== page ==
Yemen war: Women play growing role for anti-Houthi forces
TAIZ, Yemen - Shoulder to shoulder with male fighters stand Ra'afa Abdullah and Riam al-Ra'awi at the southwestern entrance to Taiz to inspect the women who come to the city from different areas and provinces.
The checkpoint is the only entrance to the besieged city.
Abdullah and her friend do not need to take up arms. Their duty is to check passengers for weapons and suspicious items.
They wake up daily by 5am to prepare breakfast for their families, and then they don their military jackets and caps and go towards their posts in al-Dhabab area.
Abdullah said she is working with Popular Resistance fighters to keep Taiz free from Houthi rebels who killed her brother last year.
"I do not prefer to live as a slave with the Houthis," Abdullah told Middle East Eye. "I am willing to take up arms and fight in the front lines, but our commanders told us that they only need us to inspect passengers."
War erupted in Yemen early in 2015 after Houthi rebels took the capital, Sanaa. A Saudi-led coalition then began a bombing campaign to stop the Houthis, who, allied with former president Ali Abdullah Saleh, are accused of being backed by Iran.
While Houthis managed early on to mostly encircle Taiz, Yemen's third-biggest city, they have been unable to capture it amid opposition from multiple armed factions, collectively known as the Popular Resistance.
Abdullah stands at the entrance from 6am to 6pm. She does not take any days off, not even on holidays. Four women work at the same checkpoint during the day, and they go home at night.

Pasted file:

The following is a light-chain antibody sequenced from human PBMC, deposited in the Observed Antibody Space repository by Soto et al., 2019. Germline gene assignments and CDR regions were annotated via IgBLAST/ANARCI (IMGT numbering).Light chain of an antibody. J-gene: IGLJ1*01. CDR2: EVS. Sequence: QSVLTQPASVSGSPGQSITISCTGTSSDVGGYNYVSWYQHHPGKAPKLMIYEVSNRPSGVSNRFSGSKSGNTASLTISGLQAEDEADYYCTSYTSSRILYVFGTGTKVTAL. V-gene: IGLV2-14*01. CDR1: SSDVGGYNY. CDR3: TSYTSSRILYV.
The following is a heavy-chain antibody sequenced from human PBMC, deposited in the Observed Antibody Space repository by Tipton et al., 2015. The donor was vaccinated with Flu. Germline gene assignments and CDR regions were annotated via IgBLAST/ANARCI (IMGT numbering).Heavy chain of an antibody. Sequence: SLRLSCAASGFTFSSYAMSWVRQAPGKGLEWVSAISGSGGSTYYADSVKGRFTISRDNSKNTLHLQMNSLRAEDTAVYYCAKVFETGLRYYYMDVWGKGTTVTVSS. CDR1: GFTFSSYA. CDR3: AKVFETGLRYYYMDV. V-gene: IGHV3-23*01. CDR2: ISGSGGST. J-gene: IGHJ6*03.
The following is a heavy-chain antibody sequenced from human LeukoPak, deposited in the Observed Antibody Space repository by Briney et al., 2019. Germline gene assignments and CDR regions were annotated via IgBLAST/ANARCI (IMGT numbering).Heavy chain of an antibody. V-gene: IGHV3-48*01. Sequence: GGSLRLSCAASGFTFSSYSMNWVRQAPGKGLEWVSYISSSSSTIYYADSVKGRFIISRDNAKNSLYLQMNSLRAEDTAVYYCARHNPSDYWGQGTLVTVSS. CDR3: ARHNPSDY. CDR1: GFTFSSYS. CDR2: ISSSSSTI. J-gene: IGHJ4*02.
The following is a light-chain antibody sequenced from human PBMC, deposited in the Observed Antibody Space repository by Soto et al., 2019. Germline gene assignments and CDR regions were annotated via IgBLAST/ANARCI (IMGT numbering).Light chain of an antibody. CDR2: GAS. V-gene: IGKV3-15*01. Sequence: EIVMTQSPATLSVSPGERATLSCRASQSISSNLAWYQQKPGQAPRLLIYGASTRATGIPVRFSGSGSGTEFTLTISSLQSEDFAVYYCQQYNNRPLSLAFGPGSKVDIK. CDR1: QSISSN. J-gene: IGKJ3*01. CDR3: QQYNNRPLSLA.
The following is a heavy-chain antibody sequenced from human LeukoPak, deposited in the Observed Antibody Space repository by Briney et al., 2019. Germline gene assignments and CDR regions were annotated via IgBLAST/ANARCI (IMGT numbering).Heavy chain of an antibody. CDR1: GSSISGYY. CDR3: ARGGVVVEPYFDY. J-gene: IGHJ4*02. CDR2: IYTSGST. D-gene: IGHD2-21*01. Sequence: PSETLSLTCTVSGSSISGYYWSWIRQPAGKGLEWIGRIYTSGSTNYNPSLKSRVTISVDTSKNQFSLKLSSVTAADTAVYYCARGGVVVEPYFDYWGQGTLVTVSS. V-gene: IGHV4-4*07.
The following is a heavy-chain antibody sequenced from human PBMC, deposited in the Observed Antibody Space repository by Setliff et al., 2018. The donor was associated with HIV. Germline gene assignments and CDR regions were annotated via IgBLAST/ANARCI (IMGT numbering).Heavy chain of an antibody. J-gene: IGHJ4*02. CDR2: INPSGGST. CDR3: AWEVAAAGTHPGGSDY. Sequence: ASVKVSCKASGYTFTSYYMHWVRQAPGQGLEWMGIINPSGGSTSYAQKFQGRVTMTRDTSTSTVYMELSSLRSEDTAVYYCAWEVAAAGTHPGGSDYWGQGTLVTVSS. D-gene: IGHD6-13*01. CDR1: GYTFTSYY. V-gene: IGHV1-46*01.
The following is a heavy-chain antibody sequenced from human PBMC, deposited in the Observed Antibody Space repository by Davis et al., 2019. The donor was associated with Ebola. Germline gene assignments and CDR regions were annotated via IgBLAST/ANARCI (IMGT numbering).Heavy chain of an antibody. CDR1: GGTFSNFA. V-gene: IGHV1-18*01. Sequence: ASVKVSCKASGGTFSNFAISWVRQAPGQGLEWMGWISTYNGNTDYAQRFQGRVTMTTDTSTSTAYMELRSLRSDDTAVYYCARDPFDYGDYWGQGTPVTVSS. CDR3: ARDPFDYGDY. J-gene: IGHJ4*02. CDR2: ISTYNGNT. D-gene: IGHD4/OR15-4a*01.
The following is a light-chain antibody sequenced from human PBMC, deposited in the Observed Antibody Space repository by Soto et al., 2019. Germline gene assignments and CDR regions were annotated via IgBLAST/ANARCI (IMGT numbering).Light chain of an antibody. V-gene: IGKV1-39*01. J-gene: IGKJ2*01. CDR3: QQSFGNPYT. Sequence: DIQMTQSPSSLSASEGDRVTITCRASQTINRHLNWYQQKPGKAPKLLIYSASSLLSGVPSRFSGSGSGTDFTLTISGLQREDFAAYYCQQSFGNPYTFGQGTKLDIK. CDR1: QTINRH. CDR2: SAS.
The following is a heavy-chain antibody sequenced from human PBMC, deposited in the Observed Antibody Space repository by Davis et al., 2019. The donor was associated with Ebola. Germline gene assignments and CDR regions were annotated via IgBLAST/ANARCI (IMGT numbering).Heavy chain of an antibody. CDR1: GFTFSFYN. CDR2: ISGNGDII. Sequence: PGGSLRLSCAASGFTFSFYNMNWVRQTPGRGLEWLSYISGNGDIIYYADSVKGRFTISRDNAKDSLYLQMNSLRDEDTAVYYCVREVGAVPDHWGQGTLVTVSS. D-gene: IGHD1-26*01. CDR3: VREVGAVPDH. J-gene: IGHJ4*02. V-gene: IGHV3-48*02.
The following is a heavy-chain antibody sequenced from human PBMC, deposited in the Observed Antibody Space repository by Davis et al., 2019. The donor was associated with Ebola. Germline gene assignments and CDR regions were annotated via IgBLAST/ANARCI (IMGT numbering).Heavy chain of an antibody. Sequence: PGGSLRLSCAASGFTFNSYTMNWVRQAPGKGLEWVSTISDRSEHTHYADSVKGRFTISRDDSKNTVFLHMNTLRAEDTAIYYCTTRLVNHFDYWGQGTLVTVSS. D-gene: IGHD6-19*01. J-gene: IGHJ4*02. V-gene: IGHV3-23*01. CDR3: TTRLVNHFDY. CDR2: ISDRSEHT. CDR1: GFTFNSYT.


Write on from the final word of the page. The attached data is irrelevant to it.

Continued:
In September 2015, the Popular Resistance in Taiz began recruiting women. Abdullah welcomed the idea and joined the group to avenge her brother.
She is a mother of two boys, Ahmed, 8, and Ala'a, 4. Both Abdullah and her husband Omar work with the Resistance and rely on the boys' grandmother to take care of the children.
"My husband joined the resistance in May 2015," Abdullah said. "When I told him I also wanted to join, he encouraged me. He told me to sacrifice my life for the sake of Taiz."
She has worked at several checkpoints throughout the city of Taiz, including one in al-Robaie area, near the frontlines. There, she took up arms, as she was expecting an attack by the Houthis at any time.
"I do not have sons; God gave me four daughters. We all worked in farming. Riam was brave enough to join the resistance"
"Now we are working in a safe area, but last year I was in al-Robaie and I carried my Kalashnikov to protect myself," she said.
More than 30 women, including Abdullah and her friend, received training for using machine guns and inspections.
"We have found different kinds of weapons with female passengers, including bombs," Abdullah said. "We took the suspected women and men to the leadership of the Brigade 17. Some of them were released, and the investigation is still ongoing with others."
Resistance as a livelihood?
Abdullah was a housewife and her husband was a farmer in al-Akhmoor area, 20km from Taiz city. Now they are both full-time members of the Brigade 17.
"I stand all day under the sun to help in the liberation of Taiz, but we cannot live without money," she said. "What we get is hardly enough to take care of our families."